Musical star Jessie Matthews was at the prime of her career in 1935 when she starred as the lead in First a Girl. This musical comedy directed by Victor Saville is one version of a popular film plot; it is a remake of the German comedy Viktor und Viktoria (1933), which was re-made in West Germany in 1957, and most famously adapted by Hollywood in 1982, as Victor/Victoria starring Julie Andrews.
The basic plot of all four films, including First a Girl, is similar. An aspiring stage actress (in the British film she’s called Elizabeth, and naturally is played by Matthews) meets Victor, an actor who aspires to Shakespeare but in reality performs as a female impersonator. When a bad cold prevents Victor from performing one evening, he persuades Elizabeth to take his place, by pretending to be a man who pretends to be a woman. This is a great success, and ‘Victoria’ quickly becomes an international star, forcing Elizabeth to appear as a man when in public. Things get complicated when Elizabeth falls in love with a (straight) man, who believes her to be a man also.
Whilst both the 1933 original and the 1982 American version are regularly interpreted as queer films, First a Girl underplays the homosexual possibilities of Elizabeth’s flirtation with her male love interest. This is partly due to Matthews’ own appearance. As The New York Times noted upon First a Girl’s US release in 1936:
Normally it is with sorrow and self-hatred that this column hints at the inadequacies of a star, but this time it is a distinct pleasure to call Miss Matthews’s acting performance hopelessly bad. In “First a Girl” she is pretending to be a man and making no headway at all, except with the members of her supporting cast, who swoon with astonishment upon discovering her sex.
Quite beside Matthew’s obviously feminine appearance, First a Girl underplays any potential sexual tension between Elizabeth and her love interest, Robert, until Robert understands that Elizabeth is a woman. Prior to that point, the film focuses on the comedic potential of Elizbeth’s cross-dressing, rather than any transgressive possibilities in her relationship with Robert.
All versions of the film appear to include a similar sequence in which ‘Victoria’ is ‘forced’ to perform activities which are coded as specifically masculine, to comic effect. In First a Girl this sequence is set in a Parisian nightclub, where Victor and Elizabeth find themselves during their European tour. Elizabeth has to wear a tuxedo here, and hangs out at the bar with Robert – a part of the club only available to men. She quickly gets drunk when trying to keep up with Robert’s rate of drinking, and struggles when trying to smoke a cigar. Whilst these scenes give Matthews an opportunity to display her comedic talent, they also undermine her sexual capital whilst she is performing as a man. As soon as Elizabeth’s true gender identity is revealed to Robert, she turns from an unsophisticated youth into a charming young woman.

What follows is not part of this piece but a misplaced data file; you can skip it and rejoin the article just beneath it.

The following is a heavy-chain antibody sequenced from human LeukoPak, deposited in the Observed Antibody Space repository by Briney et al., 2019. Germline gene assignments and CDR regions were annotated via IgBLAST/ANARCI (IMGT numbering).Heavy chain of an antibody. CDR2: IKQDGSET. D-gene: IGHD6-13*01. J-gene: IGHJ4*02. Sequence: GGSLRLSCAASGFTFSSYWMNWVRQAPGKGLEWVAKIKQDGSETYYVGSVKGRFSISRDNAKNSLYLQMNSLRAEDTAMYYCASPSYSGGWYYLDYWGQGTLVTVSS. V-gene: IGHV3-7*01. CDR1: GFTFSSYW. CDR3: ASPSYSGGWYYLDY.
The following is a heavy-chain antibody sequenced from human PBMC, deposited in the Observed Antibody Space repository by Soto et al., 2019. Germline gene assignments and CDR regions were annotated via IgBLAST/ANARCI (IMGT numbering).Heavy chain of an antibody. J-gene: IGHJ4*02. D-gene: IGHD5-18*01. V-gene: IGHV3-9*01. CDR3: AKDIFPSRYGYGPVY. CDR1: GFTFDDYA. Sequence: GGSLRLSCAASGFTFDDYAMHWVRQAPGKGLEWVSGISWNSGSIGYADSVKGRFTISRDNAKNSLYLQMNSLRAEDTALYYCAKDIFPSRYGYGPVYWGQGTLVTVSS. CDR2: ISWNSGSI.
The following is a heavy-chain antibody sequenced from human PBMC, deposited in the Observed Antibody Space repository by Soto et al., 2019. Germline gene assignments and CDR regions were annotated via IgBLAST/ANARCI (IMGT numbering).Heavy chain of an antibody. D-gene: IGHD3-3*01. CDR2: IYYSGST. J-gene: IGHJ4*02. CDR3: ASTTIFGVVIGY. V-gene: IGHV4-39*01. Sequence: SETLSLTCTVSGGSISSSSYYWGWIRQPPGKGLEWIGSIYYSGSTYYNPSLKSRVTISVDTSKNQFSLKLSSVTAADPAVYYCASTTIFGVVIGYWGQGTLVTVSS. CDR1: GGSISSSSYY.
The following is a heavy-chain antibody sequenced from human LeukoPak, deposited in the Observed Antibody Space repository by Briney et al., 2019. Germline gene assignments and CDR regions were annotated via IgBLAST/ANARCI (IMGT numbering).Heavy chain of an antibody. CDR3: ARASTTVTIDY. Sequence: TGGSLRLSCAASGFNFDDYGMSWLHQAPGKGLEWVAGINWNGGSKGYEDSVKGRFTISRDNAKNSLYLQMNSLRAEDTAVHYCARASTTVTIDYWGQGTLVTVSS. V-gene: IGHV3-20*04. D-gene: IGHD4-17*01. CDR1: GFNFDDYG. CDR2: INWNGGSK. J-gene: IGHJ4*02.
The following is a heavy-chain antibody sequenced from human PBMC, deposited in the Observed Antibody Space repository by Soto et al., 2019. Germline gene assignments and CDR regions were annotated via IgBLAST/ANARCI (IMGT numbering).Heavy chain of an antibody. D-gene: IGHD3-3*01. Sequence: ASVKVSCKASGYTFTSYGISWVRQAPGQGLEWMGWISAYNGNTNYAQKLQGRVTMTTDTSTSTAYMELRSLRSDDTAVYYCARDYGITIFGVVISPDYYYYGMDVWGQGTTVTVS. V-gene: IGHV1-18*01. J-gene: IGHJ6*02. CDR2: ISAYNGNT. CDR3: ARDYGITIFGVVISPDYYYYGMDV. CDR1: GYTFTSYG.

It is significant that these scenes of gender-bending performance are set in Paris – a location that invited connotations of licentiousness and sexual transgression in the British popular imagination of the 1930s. Interestingly, in the 1933 German film, ‘Victoria’ is in London when forced to undertake activities which may ‘out’ her as a woman. ‘Victoria’ finds herself in an environment that is both literally and figuratively foreign to her.
As Jeffrey Richards points out, male and female impersonation had a long tradition on the British theatrical and music hall stage. The character of Victor, then, works well in this British film. He is portrayed as older than Elizabeth (although actor Sonnie Hale was only five years Matthews’ senior) and can easily be read as a music hall performer in the Victorian tradition. His female impersonation act is purely comic, whilst Elizabeth’s is sophisticated. He links the film’s plot to a specifically British performance tradition, whereas the glossy song-and-dance numbers performed by Elizabeth have more in common with Hollywood productions. The film makes no explicit reference to its German origins.
First a Girl, then, significantly dilutes the queer and transgressive possibilities of the original source material, which allowed the film to flourish in interwar Britain. According to the BFI, it was a great commercial success when it was released (something also suggested by its export to the US the following year). It remains a very watchable and enjoyable film for modern audiences; and a good example of how British interwar filmmakers moderated both European and Hollywood influences to arrive at a British compromise between the two.
 Jeffrey Richards, The Age of the Dream Palace: Cinema and Society in 1930s Britain (London: IB Tauris, 2010), pp. 217-218
 Ibid., p. 218
 This is not unusual for Jessie Matthews films. See Sarah Street, ‘Got to Dance my Way to Heaven’: Jessie Matthews, art deco and the British musical of the 1930s, Studies in European Cinema, 2:1, (2005), 19-30